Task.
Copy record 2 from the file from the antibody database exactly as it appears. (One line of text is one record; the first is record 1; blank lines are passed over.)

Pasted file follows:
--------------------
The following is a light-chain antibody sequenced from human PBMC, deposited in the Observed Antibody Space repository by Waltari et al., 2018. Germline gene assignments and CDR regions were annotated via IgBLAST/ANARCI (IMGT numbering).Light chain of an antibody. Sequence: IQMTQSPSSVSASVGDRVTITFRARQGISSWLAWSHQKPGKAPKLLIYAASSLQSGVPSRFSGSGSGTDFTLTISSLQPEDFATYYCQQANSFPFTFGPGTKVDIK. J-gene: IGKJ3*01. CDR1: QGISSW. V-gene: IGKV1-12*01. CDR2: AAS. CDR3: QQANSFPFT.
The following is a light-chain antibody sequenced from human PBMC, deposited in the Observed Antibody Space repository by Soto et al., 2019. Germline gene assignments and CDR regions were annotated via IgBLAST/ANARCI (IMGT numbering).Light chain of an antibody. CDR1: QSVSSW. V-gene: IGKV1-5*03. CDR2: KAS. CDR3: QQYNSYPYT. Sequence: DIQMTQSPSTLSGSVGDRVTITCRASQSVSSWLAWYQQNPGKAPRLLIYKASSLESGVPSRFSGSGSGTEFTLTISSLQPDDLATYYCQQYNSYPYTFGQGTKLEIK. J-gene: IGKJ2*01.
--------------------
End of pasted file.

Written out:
The following is a light-chain antibody sequenced from human PBMC, deposited in the Observed Antibody Space repository by Soto et al., 2019. Germline gene assignments and CDR regions were annotated via IgBLAST/ANARCI (IMGT numbering).Light chain of an antibody. CDR1: QSVSSW. V-gene: IGKV1-5*03. CDR2: KAS. CDR3: QQYNSYPYT. Sequence: DIQMTQSPSTLSGSVGDRVTITCRASQSVSSWLAWYQQNPGKAPRLLIYKASSLESGVPSRFSGSGSGTEFTLTISSLQPDDLATYYCQQYNSYPYTFGQGTKLEIK. J-gene: IGKJ2*01.